Sarah R. Addison: A Study of Pain Behaviours in Postoperative Patients
This study was designed to investigate behaviours which
appeared to be related to pain postoperatively of forty patients
on the third and fourth day after major abdominal surgery and
nurses' responses to such behaviours. The method employed to
identify and analyse these behaviours was that of participant
observation and of concurrently collecting, coding and analysing
data from the empirical situation.
Two main categories of patients' behaviours which were
conceptualized as indicators of pain were identified from 292
behaviours drawn from the data. Indicators of pain which could
be primarily seen by others were termed visual and those which
could be primarily heard were termed auditory indicators.
Subcategories emerged out of these two categories.
Three categories of nurses' responses were isolated;
promise to give medication, giving medication and giving advice.
Patterns emerged out of both patient's behaviours and
Patterns of Patients' Behaviours
1. From exhibiting visual indicators of pain to exhibiting
auditory indicators of pain.
2. Exhibiting only visual indicators of pain.
In the 80 observation periods, there were 50 incidents of exhibiting
only visual indicators of pain (pattern 2) and 30 incidents where
patients moved from exhibiting visual indicators of pain to exhibiting
auditory indicators of pain (pattern l).
The findings showed that the nature of the indicators of pain
demonstrated was related to the age of the patient, the type of surgery,
previous surgery experience and time lapse after surgery.
Patterns of Nurses' Responses (as related to prior patient
behaviours indicating the presence of pain) were discovered to be:
1. Responding to auditory indicators
2. Responding to some visual indicators
3 . Not responding at all (most frequent).
It is suggested that some indicators are associated with a high
degree of pain and others with a low degree of pain. One hundred and
sixty“three (163) indicators of a high degree of pain were isolated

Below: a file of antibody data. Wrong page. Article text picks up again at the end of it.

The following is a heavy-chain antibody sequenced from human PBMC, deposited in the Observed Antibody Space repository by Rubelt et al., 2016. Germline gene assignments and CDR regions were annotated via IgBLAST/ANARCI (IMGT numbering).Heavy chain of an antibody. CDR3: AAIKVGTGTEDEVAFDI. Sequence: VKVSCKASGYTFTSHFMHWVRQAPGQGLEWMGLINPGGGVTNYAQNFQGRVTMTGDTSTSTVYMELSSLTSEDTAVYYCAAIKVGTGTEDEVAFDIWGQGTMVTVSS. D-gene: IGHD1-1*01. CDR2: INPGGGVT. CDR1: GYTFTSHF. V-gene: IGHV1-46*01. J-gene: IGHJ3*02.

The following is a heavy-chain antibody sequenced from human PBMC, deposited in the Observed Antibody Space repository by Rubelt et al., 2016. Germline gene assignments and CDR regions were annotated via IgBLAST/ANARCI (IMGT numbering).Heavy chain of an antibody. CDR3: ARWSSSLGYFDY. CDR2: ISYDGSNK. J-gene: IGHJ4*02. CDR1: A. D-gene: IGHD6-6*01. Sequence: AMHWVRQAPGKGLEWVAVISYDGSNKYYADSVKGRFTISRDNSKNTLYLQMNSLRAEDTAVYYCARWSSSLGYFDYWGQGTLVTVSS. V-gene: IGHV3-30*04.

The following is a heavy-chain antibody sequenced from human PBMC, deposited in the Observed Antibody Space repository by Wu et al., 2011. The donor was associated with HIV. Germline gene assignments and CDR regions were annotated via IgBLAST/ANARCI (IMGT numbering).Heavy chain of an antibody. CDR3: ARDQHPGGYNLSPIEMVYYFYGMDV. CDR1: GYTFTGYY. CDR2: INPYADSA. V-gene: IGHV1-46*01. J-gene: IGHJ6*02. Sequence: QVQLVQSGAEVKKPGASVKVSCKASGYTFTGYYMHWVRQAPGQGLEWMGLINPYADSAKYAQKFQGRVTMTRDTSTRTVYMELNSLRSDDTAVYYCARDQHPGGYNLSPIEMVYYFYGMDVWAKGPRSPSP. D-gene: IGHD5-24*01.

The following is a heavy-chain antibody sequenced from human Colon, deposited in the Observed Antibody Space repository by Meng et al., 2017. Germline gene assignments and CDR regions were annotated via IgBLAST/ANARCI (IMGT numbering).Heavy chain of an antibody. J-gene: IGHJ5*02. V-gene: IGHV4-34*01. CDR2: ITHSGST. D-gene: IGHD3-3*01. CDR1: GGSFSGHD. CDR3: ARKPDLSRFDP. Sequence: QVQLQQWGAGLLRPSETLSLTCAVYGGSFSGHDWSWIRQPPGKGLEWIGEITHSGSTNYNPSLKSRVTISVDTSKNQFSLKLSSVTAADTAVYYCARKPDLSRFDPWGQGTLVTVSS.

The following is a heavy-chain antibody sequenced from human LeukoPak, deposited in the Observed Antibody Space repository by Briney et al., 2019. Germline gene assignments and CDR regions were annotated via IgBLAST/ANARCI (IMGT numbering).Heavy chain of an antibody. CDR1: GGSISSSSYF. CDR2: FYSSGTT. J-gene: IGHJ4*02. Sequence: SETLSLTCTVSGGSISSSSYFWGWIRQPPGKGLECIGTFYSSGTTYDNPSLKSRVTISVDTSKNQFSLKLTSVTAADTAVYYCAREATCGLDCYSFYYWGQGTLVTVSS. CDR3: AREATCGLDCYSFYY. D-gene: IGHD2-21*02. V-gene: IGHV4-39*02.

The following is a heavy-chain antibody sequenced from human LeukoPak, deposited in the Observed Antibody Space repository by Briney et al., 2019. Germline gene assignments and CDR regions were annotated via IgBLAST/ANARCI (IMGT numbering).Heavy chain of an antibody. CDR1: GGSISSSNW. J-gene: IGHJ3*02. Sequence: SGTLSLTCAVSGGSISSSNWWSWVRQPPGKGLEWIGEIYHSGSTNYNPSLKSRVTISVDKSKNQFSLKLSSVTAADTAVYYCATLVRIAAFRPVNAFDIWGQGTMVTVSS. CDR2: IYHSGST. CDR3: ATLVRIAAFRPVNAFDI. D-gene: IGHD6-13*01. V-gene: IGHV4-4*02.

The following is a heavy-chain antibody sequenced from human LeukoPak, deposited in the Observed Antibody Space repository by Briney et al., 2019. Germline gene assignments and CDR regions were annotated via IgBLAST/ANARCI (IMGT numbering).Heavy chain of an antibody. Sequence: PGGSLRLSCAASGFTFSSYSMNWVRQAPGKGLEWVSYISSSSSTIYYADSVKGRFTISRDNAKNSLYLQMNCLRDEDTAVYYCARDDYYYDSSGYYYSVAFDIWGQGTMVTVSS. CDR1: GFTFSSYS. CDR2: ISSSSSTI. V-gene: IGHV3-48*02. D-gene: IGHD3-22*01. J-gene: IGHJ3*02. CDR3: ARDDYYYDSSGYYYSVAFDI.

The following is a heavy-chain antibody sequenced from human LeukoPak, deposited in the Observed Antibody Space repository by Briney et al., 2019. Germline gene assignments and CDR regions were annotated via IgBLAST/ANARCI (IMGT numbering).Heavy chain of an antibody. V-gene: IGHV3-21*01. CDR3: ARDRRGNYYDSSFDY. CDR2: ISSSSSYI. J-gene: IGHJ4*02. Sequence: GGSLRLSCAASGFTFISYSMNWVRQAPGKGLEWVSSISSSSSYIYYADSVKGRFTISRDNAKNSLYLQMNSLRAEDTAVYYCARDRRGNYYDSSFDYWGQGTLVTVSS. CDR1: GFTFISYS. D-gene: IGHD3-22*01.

and 129 of a low degree of pain. The proportion of high and low pain
indicators was related to the type of surgery and time lapse after
surgery. There were 17 responses to these indicators, 15 to indicators
of a high degree of pain and 2 to indicators of a low degree of pain.
Indicators of pain occurred in clusters and each cluster
usually contained some which were associated with high pain and some
with low pain.
Four patterns of outcomes of behaviours followed the already
identified behaviours; disappearance of the pain indicators, indicators
of a high degree of pain were predominant and remained, indicators of a
high degree of pain were predominant but changed to a predominance of
indicators of a low degree of pain, and indicators of a low degree of
pain were predominant and remained.
The findings alr,o showed that there were more visual
indicators, 23h, than auditory indicators, $8, and yet most of the
small number of nurses' responses were given to auditory indicators
of pain. This suggests that nurses need to place emphasis on the
continuous visual aspect of observation as well as the continuous
assessment, planning, intervention and evaluation of intervention.
Leaders of nursing can have periodic observation with nurses and
encourage them to examine situations by asking questions of how,
what, when, and why about the situations concerned. They can also
record their observations and attempt to identify logical
SSA, R (2021). A Study Of Pain Behaviours In Postoperative Patients. Afribary.com: Retrieved April 15, 2021, from https://afribary.com/works/a-study-of-pain-behaviours-in-postoperative-patients
Research, SSA. "A Study Of Pain Behaviours In Postoperative Patients" Afribary.com. Afribary.com, 08 Apr. 2021, https://afribary.com/works/a-study-of-pain-behaviours-in-postoperative-patients . Accessed 15 Apr. 2021.
Research, SSA. "A Study Of Pain Behaviours In Postoperative Patients". Afribary.com, Afribary.com, 08 Apr. 2021. Web. 15 Apr. 2021. < https://afribary.com/works/a-study-of-pain-behaviours-in-postoperative-patients >.
Research, SSA. "A Study Of Pain Behaviours In Postoperative Patients" Afribary.com (2021). Accessed April 15, 2021. https://afribary.com/works/a-study-of-pain-behaviours-in-postoperative-patients